Sanitation plays a critical role in the food safety industry. Proper sanitation is a key component to protecting food manufacturing facilities from introducing spoilage or pathogenic organisms to their products, surfaces and equipment. Cleaners and sanitizers must be accurately measured and correctly prepared to ensure they are effective. Too little sanitizer allows for the potential growth of these organisms, whereas too much sanitizer can act as an adulterant to the product and unnecessarily raise sanitation costs. There are several methods for measuring chemical concentrations, and the goal for quality assurance managers in each facility is to find the method that is the most accurate, efficient and cost-effective.

Test Strips
One commonly used method is test strips that, when placed in a prepared chemical solution, produce a color change based on the amount of active chemical in the solution. The test strip’s large incremental concentration values and visual color result create a lack of precision and variability in operator interpretation. Test results must be recorded, tracked and analyzed manually.

Chemical Titration Kits
The use of titration kits requires an arduous process of dispensing precise volumes of an indicator solution into a mixture of sanitizer and source water to produce a color change. A single drop or less can cause the indicator’s change in color, thus rendering the result of the test invalid, and the process must be repeated. Titration kits are laborious to operate and require calculations to determine the result, which must be manually recorded.

Chemical Injectors
Chemical vendors often supply customers with inline chemical injectors. These devices are installed in conjunction with the facility’s water lines to mix the sanitation chemical and water at a defined proportionate rate to create an “on-demand” homogeneous chemical mixture. Injectors typically require an intricate installation procedure and routine maintenance, halting the sanitation process. Independent test methods are required to verify the injectors are mixing at an appropriate rate and results must be manually recorded.

Another method of measuring chemical concentration levels is by testing the solution’s conductivity. The conductivity of an aqueous solution is determined by the concentration of ions in the solution. Measuring a solution’s conductivity and then comparing it to the conductivity of a known standard for that chemical allow for a quick and precise determination of the chemical’s concentration.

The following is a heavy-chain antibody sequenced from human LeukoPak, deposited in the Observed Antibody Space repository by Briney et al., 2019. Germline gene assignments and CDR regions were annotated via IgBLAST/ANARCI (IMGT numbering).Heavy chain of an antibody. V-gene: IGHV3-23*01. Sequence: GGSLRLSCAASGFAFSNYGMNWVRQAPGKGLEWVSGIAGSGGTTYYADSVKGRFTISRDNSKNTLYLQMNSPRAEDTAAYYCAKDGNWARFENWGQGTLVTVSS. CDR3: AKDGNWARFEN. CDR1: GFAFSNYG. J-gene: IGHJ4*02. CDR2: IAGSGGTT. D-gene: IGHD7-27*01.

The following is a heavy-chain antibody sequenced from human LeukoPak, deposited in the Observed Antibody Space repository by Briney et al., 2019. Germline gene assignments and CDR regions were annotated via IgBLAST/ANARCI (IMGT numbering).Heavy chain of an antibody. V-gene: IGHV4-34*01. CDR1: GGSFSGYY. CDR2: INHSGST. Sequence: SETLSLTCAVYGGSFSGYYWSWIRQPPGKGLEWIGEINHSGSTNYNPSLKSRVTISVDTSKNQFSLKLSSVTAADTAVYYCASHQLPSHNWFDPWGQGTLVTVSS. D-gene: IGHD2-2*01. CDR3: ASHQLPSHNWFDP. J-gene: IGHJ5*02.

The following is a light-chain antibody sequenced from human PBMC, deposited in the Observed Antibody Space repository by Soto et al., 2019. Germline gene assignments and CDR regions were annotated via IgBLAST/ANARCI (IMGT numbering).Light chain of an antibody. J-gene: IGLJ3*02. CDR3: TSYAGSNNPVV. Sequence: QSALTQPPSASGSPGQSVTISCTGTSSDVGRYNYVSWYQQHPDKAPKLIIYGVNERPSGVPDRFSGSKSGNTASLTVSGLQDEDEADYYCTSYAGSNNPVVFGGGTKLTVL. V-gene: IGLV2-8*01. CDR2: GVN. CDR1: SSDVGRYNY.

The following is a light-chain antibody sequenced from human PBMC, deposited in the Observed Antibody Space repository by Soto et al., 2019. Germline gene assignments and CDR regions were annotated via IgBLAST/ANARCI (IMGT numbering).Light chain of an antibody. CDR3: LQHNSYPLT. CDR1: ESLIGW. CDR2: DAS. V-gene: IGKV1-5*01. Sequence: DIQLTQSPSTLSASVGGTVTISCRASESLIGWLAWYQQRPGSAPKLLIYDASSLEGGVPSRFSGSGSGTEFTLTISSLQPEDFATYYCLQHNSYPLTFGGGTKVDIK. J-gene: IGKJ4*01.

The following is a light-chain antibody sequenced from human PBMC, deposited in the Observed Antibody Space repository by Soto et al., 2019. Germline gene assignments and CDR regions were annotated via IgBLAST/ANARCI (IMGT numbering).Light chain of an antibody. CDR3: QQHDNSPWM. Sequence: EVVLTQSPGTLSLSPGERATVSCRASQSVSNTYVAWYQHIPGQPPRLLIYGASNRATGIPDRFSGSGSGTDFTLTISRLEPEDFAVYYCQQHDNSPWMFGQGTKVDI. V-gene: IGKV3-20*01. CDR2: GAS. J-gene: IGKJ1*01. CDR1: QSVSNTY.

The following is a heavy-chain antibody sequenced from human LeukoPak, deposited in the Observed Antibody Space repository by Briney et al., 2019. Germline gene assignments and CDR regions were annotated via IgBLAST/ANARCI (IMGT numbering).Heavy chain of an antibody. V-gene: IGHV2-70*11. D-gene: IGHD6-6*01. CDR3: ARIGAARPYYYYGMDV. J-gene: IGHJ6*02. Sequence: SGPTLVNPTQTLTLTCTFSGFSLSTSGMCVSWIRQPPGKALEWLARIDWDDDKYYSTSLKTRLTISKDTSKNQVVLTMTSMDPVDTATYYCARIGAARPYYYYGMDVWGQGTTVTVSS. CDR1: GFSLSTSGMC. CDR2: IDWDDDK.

Our Solution
The LIGHTNING MVP® Hazard Analysis and Critical Control Points (HACCP) monitoring system from BioControl includes an optional probe that can be used to determine the precise concentration of a sanitizer or cleaner, helping to ensure they are being accurately prepared to clean and sanitize effectively.

The LIGHTNING MVP Conductivity Probe’s results are accurate to within five percent: five times more accurate than test strips or titration kits, which historically only provide ± 25% accuracy. This 20 percent gain in accuracy provides significant cost savings for a facility. Less sanitizer will be used due to inaccurate measurements, and expensive plant equipment will be spared the corrosive effects of excessively concentrated chemicals. Conversely, the probe ensures sanitizer concentration is sufficient to prevent the growth of microorganisms, protecting the consumer from foodborne illnesses. In turn, the manufacturer is kept safe by preventing outbreaks and protecting the product from premature spoilage, protecting the brand’s reputation and the company and its employees from liability.

Designed with an epoxy-based body, the probe is rugged, durable, requires little maintenance and is safe for use in food manufacturing plants. The probe automatically stores and records data that, when used in conjunction with the LIGHTNING MVP software, can be uploaded to a computer for tracking and trending analysis with a click of a button.

While there are several methods for determining sanitizer concentration, the most accurate, responsive, cost-effective and easiest for operator use is the LIGHTNING MVP Conductivity Probe. The ability to record, track and analyze data will allow managers to adhere to their HACCP and hygiene programs while reducing overhead costs.

For more information, please contact BioControl at 800.245.0113 or by e-mail at